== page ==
CAPITOL HILL — With the help of the higher defense funding promised for this year and the next, the Marine Corps is moving out to modernize its combat capabilities to match the rising strategic threats from China and Russia, the service’s top combat development officer said.
And they are doing it in many cases in close coordination with the Army, Lt. Gen. Robert S. Walsh, the Deputy Commandant for Combat Development and Integration, told the Senate Armed Services seapower subcommittee on Tuesday.
After years of struggling with limited funding to improve their readiness, the new, substantially higher defense budget “will allows us to begin increased emphasis on modernization,” Walsh said.
Walsh listed efforts to modernize and improve the Corps’ long-range precision fires, ability to communicate in a degraded environment, protected mobility, air defense and information warfare.
Subcommittee chair Sen. Roger Wicker (R-Miss.) insisted that the Marines should coordinate their modernization efforts with the Army, to cut time and money, and Walsh agreed, citing collaboration on several key programs.
Questioned ranking member Sen. Mazie Hirono (D-Hawaii) about “lethality gaps” against a peer competitor such as China, Walsh said that during 16 years of focusing on the different threats in Iraq and Afghanistan, “we’re now looking at that strategic threat. We’re well behind in a lot of areas.”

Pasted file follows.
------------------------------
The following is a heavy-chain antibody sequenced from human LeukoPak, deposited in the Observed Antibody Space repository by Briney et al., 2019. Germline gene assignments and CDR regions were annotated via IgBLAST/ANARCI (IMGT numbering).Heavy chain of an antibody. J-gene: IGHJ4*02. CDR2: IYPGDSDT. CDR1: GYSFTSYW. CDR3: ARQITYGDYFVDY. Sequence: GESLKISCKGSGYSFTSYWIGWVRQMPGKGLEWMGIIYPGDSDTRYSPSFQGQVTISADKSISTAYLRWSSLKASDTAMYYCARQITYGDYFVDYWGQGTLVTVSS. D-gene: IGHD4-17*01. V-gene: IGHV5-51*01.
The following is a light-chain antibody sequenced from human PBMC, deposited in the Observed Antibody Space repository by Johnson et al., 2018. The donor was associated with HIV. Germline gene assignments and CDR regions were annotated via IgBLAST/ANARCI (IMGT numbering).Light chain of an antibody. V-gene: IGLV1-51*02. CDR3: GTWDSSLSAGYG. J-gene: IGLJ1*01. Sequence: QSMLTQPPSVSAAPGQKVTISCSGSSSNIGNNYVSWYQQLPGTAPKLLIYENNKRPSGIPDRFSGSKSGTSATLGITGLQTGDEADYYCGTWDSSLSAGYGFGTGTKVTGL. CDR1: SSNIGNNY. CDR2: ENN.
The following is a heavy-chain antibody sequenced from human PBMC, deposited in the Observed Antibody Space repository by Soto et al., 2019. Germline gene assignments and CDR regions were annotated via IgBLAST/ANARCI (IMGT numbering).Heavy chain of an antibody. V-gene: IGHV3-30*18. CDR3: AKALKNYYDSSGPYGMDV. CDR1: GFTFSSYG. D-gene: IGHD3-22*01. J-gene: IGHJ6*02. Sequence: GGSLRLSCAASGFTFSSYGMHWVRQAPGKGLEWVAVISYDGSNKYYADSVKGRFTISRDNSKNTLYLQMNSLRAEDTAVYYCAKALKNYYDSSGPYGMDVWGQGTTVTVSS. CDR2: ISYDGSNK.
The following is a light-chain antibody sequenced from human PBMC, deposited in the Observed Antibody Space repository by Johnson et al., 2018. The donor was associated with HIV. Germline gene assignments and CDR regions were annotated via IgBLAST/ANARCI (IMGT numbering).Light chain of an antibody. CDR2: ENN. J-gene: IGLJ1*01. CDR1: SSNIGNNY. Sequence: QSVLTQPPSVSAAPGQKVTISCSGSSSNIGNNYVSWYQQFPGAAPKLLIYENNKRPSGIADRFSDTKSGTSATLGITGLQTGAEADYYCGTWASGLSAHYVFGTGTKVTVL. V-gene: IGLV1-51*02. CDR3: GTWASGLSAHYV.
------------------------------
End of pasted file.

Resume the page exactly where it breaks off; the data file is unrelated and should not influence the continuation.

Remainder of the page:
To address that situation the Marines are looking at “how can we refocus the capabilities we have,” he said.
He cited the example of improving the existing High-Mobility Rocket Artillery System (HIMARS) to give it up to three times the current range to meet the immediate long-range precision fires requirements. At the same time, they are coordinating with the Army’s long-range fires program that seeks to more than double the range of their ATACMS rocket artillery system, he said.
Walsh agreed with committee members that the Marines have to regain an organic air defense capability after decades of not having to worry about enemy air attacks. They are developing a short-range air defense system by putting a radar the Army uses on its SHORAD air defense system and Stinger missiles on a Joint Light Tactical Vehicle. But they also are working with the Army on a longer-range system that could defend against missiles.
Asked by Hirono how they could deal with the cyber threat from China, Walsh said the Marines have included cyber in their increased emphasis on information warfare, which also includes electronic warfare, communications management and intelligence. He noted the creation of the Information Group in the three Marine Air Ground Expeditionary Forces, and the insertion of information warfare capabilities down to the company level.
Asked the usual question about the viability of amphibious operations in an era of long-range missiles and other defenses, Walsh said, “when we look at the new threats, new weapons, we have to look at it in different ways.”
“We’re not going to be storming the beach like Iwo Jima,” he said, and noted a technology demonstration last year at Camp Pendleton, California, in which the initial assault waves were all unmanned vehicles.
Asked by Wicker about their ability to deal with the danger of mines in very shallow waters and on the beach, Walsh conceded that was a difficult challenge, which the Marines are attacking in coordination with the Navy.
Walsh also noted the Marines’ new focus on improving the lethality of the amphibious ships in response to Marine Corps Commandant Gen. Robert Neller’s warning that they would “have to fight to get to the fight.”